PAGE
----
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How to ride out the storm

Make sure your portfolio has a mix of assets and don't rush your decisions, financial planners advise.

July 27, 2007|Kathy M. Kristof | Times Staff Writer

As the Dow Jones industrial average was plunging 311 points Thursday, Richard Riggs was working and unworried.

The owner of a small collection agency in the San Fernando Valley, Riggs, 52, says he has about 25% of his assets in stocks -- an amount that won't make or break him.

"Confidence in your basic strategy is everything," he said. "We live within our means, drive paid-off cars and travel well. We are content and unafraid."

Jerry Hurley, a 69-year-old retired schoolteacher in Redding, says he's not selling his stocks either -- but he's becoming increasingly uneasy with recent market gyrations.

"I'm not selling, but I'm not saying that I'm doing the right thing, either," he said. "The domino effect is scary when we have all these sub-prime companies going under and crude oil prices rising."

What to do when the market goes mad? Financial planners say people should invest for the long haul and not be panicked by short-term swings. But they also advise regular checkups to ensure your portfolio is healthy.

Here are some questions to ask as you review your investments.

What's your overall mix?

Just as a smart diet includes a mixture of food groups, a healthy portfolio requires a mixture of assets. Every portfolio ought to include a mix of stocks, bonds, cash and international investments, said Ed O'Hara, a financial planner in Silver Spring, Md.

The right percentage of each will depend on factors including your age, wealth and ability to tolerate risk. The younger and more risk tolerant, the more you can handle a larger percentage of stocks.

Now what does your close-up look like?

Breaking investments into broad asset categories is just the first step in diversifying a portfolio, said Brent Kessel, chief executive of Kubera Portfolios in Pacific Palisades. You need to look closely at your specific investments, especially your stocks, to make sure you are not too heavily weighted in one sector, such as technology or financial services.

In other words, it's not enough to just eat vegetables -- you need dark greens, orange carrots, yellow corn and other varieties to ensure a balanced diet.

There are many ways to diversify within a stock portfolio. Some experts suggest that you have investments in a wide array of market sectors. However, for those who invest through mutual funds, Kessel suggests they look at "style."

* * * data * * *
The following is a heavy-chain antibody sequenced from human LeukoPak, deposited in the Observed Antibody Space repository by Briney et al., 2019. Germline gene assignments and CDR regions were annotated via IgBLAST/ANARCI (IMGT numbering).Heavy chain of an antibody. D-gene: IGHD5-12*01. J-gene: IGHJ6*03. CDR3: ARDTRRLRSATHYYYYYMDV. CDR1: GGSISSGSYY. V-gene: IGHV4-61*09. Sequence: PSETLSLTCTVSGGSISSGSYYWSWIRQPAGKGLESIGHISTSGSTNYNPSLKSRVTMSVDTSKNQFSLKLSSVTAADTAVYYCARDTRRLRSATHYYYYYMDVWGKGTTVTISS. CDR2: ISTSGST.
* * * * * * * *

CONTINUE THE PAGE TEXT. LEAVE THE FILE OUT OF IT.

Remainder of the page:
Morningstar Investments, a Chicago-based investment research firm, denotes where each fund falls in nine different style categories, ranging from large company "value" to small company "growth."

"What's important to us is that investors have substantial allocations in each of the four corners of the style box," he said.

If your portfolio moved as dramatically as the market Thursday, that's a sure sign that you are not as diversified as you ought to be, Kessel said.

When was your last check-up?

Even if you have different asset classes and a wide array of investments in each class, you need to make sure that the percentage of assets that you have in each category remains consistent with your plan, said Mark Brown, principal with Denver financial planning firm Brown & Tedstrom.

Investors who are just a few years from retirement, for example, might decide that they want 60% of their assets in stocks, 30% in bonds and 10% in cash. But, when one market soars -- or plunges -- those percentages are likely to get out of balance.

Unfortunately, when times are good, investors get complacent and forget their periodic portfolio checkups. If you haven't looked lately at whether your asset mix suits your plan, do.

How are your fundamentals?

If you invest in individual stocks, it might be time to take a look at whether you would buy the same shares today, Brown said.

That means taking a look at fundamentals, such as the company's stock price compared with its earnings; its growth prospects; and its dividend yield. Are these ratios in line with historic levels for this company and this industry? If not, is there some fundamental reason why they should be off-kilter?

If a company's market price is high compared with its earnings -- both relative to its historic P/E and to its peers -- it may be time to sell. (Value Line Investment Survey, available at most public libraries, can provide the historic levels.) It also makes sense to sell if the company's growth prospects have diminished more than its stock price.

On the other hand, if a company's stock price got hit in the recent market meltdown and is now selling cheaply compared with its growth and earnings prospects, it may well be time to buy.

Are you rushing your investment decisions?

Market experts are nearly unanimous in their one bit of closing advice: Don't act fast.

There's no reason to buy or sell in a rush today. And, in fact, acting in a hurry is a recipe for disaster.

"It's a great time to look at your portfolio, but don't make any changes for a week," advised Kessel. "People tend to make bad decisions when they act quickly."

kathy.kristof@latimes.com

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